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11 Festivals Not to Miss in Sri Lanka

Charlotte Boswell

With four major religions, diverse culture and no less than 25 public holidays, the teardrop island of Sri Lanka is a land of vibrant festivals and colourful celebrations. Sri Lankan festivities don’t only showcase the culture and religions of the country, but also its intriguing history and beautiful traditions. Here is our list of Sri Lanka’s most exciting and intriguing festivals.

1. Vel Festival

Vel is Sri Lanka’s most important Hindu festival which reflects the religious and cultural heritage of Hinduism. The main celebrations take part in Colombo which attracts thousands of pilgrims from all over the island. Dedicated to the war god Skandha, the festivities commemorate the victory over evil forces and worships his trident, the vel. During the main procession in Colombo which starts in Pettah and ends in Bambalapitiya, Skandha’s vel is placed in a dazzling gold chariot which is pulled by hundreds of devotees dressed simply in white with their faces smeared in holy ash. Accompanying the main event is hundreds of musicians, dancers, acrobats and elephants who snake through the various parts of the city. Together with the aroma of burning incense and jasmine flowers, the sound of drums, bells and chants and colourful performers parading the streets, the Vel festival is a spectacular and mesmerising sight.

When: July or August

Where: Colombo

Vel Festival Lights Sri Lanka

Photo credit: Charlene Chen

2. Nallur Festival

Running for 25 days, the enormous and spectacular Nallur Festival held in Jaffna rivals the grand celebrations of those at the Kandy Esala Perahera. The remarkable Kandaswamy Temple becomes the focus of the festival where thousands of followers congregate. Men dress in white sarongs, and women wear their best saris which transforms the temple complex into a sea of vibrant colours. Throughout Nallur there are many parades featuring juggernaut floats, performers and glistening thrones being carried around town. The 24th day of Nallur marks the Ther festivities whereby a huge chariot is pulled by hundreds of sarong-clad men and becomes the biggest night of the holiday. The following day, entranced devotees display self-mutilation by driving skewers through their bodies and make their way to the temple to the beat of drums and stopping periodically to dance. The enthusiasts who perform these self-mortifications believe that god will protect them from any pain.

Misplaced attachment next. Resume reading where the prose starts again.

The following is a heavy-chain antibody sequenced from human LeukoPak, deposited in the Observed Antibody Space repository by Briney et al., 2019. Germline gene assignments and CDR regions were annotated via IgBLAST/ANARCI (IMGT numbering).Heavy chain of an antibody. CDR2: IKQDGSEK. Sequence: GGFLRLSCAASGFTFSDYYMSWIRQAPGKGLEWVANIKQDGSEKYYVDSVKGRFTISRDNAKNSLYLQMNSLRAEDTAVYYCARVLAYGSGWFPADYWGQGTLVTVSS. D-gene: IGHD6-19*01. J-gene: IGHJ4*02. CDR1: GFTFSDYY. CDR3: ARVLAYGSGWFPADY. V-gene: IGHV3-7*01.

When: August to September

Where: Jaffna

Nallur Festival Jaffna Temple Sri Lanka

Photo credit: Eleleleven

3. Sinhala and Tamil New Year

The Sinhala and Tamil New Year takes place at the beginning of the Lunar year, typically April, where the whole island comes alive with colourful festivities and a vibrant spirit. In the run up to the New Year celebrations, Sri Lankans will prepare by cleaning and decorating their houses, making traditional sweets and desserts and spending time with loved ones. During the actual day, locals will adorn their best outfits and take part in numerous activities such as blessing their children with herbal oils, sharing the first home-cooked feast of the year with family, setting off fireworks and playing games in the street. Sri Lankan New Year is an exciting time to be visiting the teardrop island, however, like many other holidays, many businesses close so families are able to celebrate together.

When: April

Where: across the island

Sinhala Tamil New Year Sri Lanka Festival

Photo credit: Amila Tennakoon

4. Vesak Poya